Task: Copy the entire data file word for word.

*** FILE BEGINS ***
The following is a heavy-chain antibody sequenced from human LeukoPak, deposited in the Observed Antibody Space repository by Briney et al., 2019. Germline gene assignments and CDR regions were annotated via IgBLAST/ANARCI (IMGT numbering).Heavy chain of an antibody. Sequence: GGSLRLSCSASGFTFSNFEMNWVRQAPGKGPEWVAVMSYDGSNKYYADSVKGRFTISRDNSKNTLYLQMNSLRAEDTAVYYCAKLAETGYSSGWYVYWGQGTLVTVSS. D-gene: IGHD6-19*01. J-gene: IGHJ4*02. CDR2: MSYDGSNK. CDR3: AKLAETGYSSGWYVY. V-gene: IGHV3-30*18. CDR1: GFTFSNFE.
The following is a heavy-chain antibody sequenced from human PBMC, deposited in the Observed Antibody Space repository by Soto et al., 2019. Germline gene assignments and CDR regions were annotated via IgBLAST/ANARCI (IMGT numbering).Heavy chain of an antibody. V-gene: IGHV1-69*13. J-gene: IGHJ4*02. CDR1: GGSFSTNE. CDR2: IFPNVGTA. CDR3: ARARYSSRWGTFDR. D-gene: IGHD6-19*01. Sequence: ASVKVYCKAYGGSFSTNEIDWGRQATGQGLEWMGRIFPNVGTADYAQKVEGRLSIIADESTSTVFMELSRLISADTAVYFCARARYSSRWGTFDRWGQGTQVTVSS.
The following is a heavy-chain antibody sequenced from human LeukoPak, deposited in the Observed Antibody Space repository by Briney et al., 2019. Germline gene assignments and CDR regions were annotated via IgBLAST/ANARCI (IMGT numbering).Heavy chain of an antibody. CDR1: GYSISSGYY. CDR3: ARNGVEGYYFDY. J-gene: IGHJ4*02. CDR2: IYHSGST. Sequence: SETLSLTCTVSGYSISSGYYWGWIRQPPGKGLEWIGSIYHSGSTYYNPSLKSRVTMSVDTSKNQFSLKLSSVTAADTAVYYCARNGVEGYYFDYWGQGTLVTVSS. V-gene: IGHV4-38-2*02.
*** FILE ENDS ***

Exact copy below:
The following is a heavy-chain antibody sequenced from human LeukoPak, deposited in the Observed Antibody Space repository by Briney et al., 2019. Germline gene assignments and CDR regions were annotated via IgBLAST/ANARCI (IMGT numbering).Heavy chain of an antibody. Sequence: GGSLRLSCSASGFTFSNFEMNWVRQAPGKGPEWVAVMSYDGSNKYYADSVKGRFTISRDNSKNTLYLQMNSLRAEDTAVYYCAKLAETGYSSGWYVYWGQGTLVTVSS. D-gene: IGHD6-19*01. J-gene: IGHJ4*02. CDR2: MSYDGSNK. CDR3: AKLAETGYSSGWYVY. V-gene: IGHV3-30*18. CDR1: GFTFSNFE.
The following is a heavy-chain antibody sequenced from human PBMC, deposited in the Observed Antibody Space repository by Soto et al., 2019. Germline gene assignments and CDR regions were annotated via IgBLAST/ANARCI (IMGT numbering).Heavy chain of an antibody. V-gene: IGHV1-69*13. J-gene: IGHJ4*02. CDR1: GGSFSTNE. CDR2: IFPNVGTA. CDR3: ARARYSSRWGTFDR. D-gene: IGHD6-19*01. Sequence: ASVKVYCKAYGGSFSTNEIDWGRQATGQGLEWMGRIFPNVGTADYAQKVEGRLSIIADESTSTVFMELSRLISADTAVYFCARARYSSRWGTFDRWGQGTQVTVSS.
The following is a heavy-chain antibody sequenced from human LeukoPak, deposited in the Observed Antibody Space repository by Briney et al., 2019. Germline gene assignments and CDR regions were annotated via IgBLAST/ANARCI (IMGT numbering).Heavy chain of an antibody. CDR1: GYSISSGYY. CDR3: ARNGVEGYYFDY. J-gene: IGHJ4*02. CDR2: IYHSGST. Sequence: SETLSLTCTVSGYSISSGYYWGWIRQPPGKGLEWIGSIYHSGSTYYNPSLKSRVTMSVDTSKNQFSLKLSSVTAADTAVYYCARNGVEGYYFDYWGQGTLVTVSS. V-gene: IGHV4-38-2*02.